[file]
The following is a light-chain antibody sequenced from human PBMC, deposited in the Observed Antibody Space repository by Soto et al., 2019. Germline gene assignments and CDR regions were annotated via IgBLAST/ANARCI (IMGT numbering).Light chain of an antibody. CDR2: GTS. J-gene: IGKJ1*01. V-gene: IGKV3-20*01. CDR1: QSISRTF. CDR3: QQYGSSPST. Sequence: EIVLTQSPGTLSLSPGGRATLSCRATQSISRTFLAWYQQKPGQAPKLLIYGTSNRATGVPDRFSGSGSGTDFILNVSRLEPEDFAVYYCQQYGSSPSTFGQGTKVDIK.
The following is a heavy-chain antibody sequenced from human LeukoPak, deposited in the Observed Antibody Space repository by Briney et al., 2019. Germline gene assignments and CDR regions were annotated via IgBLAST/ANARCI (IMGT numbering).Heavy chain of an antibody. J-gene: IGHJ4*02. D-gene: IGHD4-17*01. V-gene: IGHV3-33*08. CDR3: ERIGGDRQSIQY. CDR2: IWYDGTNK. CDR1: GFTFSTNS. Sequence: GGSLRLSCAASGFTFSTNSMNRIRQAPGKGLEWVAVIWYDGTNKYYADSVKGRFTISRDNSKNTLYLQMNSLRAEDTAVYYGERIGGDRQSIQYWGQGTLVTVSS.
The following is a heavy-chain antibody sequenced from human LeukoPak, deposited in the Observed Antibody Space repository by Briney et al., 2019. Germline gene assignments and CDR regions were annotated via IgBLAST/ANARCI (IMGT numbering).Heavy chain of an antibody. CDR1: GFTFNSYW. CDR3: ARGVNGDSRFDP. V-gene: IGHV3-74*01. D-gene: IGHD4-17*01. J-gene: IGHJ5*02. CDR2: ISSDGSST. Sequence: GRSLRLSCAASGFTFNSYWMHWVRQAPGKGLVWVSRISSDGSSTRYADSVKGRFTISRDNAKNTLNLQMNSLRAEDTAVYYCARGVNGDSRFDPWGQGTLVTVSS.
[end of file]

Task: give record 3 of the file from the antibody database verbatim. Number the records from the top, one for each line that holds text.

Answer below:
The following is a heavy-chain antibody sequenced from human LeukoPak, deposited in the Observed Antibody Space repository by Briney et al., 2019. Germline gene assignments and CDR regions were annotated via IgBLAST/ANARCI (IMGT numbering).Heavy chain of an antibody. CDR1: GFTFNSYW. CDR3: ARGVNGDSRFDP. V-gene: IGHV3-74*01. D-gene: IGHD4-17*01. J-gene: IGHJ5*02. CDR2: ISSDGSST. Sequence: GRSLRLSCAASGFTFNSYWMHWVRQAPGKGLVWVSRISSDGSSTRYADSVKGRFTISRDNAKNTLNLQMNSLRAEDTAVYYCARGVNGDSRFDPWGQGTLVTVSS.